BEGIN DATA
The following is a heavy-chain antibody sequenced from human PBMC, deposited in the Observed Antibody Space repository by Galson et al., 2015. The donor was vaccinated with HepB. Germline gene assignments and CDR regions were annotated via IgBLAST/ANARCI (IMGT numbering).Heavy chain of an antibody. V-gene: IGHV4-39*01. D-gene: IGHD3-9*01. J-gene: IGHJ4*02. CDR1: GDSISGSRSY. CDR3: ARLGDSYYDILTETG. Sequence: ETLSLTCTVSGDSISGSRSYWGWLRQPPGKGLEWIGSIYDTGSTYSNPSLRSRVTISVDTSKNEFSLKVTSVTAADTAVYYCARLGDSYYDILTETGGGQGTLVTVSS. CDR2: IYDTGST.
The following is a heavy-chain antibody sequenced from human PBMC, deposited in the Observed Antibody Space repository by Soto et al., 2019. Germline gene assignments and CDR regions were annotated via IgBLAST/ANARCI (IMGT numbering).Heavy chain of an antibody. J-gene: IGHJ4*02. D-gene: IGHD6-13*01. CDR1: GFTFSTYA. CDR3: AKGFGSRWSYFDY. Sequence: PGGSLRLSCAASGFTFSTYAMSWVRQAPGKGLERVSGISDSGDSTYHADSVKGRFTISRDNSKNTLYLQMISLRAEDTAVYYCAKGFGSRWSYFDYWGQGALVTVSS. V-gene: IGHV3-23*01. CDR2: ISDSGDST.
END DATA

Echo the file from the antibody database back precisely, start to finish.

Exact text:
The following is a heavy-chain antibody sequenced from human PBMC, deposited in the Observed Antibody Space repository by Galson et al., 2015. The donor was vaccinated with HepB. Germline gene assignments and CDR regions were annotated via IgBLAST/ANARCI (IMGT numbering).Heavy chain of an antibody. V-gene: IGHV4-39*01. D-gene: IGHD3-9*01. J-gene: IGHJ4*02. CDR1: GDSISGSRSY. CDR3: ARLGDSYYDILTETG. Sequence: ETLSLTCTVSGDSISGSRSYWGWLRQPPGKGLEWIGSIYDTGSTYSNPSLRSRVTISVDTSKNEFSLKVTSVTAADTAVYYCARLGDSYYDILTETGGGQGTLVTVSS. CDR2: IYDTGST.
The following is a heavy-chain antibody sequenced from human PBMC, deposited in the Observed Antibody Space repository by Soto et al., 2019. Germline gene assignments and CDR regions were annotated via IgBLAST/ANARCI (IMGT numbering).Heavy chain of an antibody. J-gene: IGHJ4*02. D-gene: IGHD6-13*01. CDR1: GFTFSTYA. CDR3: AKGFGSRWSYFDY. Sequence: PGGSLRLSCAASGFTFSTYAMSWVRQAPGKGLERVSGISDSGDSTYHADSVKGRFTISRDNSKNTLYLQMISLRAEDTAVYYCAKGFGSRWSYFDYWGQGALVTVSS. V-gene: IGHV3-23*01. CDR2: ISDSGDST.